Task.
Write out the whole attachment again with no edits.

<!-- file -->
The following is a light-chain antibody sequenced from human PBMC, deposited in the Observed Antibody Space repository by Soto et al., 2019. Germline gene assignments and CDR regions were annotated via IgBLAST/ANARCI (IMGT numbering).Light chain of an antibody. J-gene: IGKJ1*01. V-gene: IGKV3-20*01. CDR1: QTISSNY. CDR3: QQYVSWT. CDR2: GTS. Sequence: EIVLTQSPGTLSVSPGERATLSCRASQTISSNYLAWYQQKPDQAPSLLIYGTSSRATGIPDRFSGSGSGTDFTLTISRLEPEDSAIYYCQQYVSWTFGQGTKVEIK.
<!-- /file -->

The following is a light-chain antibody sequenced from human PBMC, deposited in the Observed Antibody Space repository by Soto et al., 2019. Germline gene assignments and CDR regions were annotated via IgBLAST/ANARCI (IMGT numbering).Light chain of an antibody. J-gene: IGKJ1*01. V-gene: IGKV3-20*01. CDR1: QTISSNY. CDR3: QQYVSWT. CDR2: GTS. Sequence: EIVLTQSPGTLSVSPGERATLSCRASQTISSNYLAWYQQKPDQAPSLLIYGTSSRATGIPDRFSGSGSGTDFTLTISRLEPEDSAIYYCQQYVSWTFGQGTKVEIK.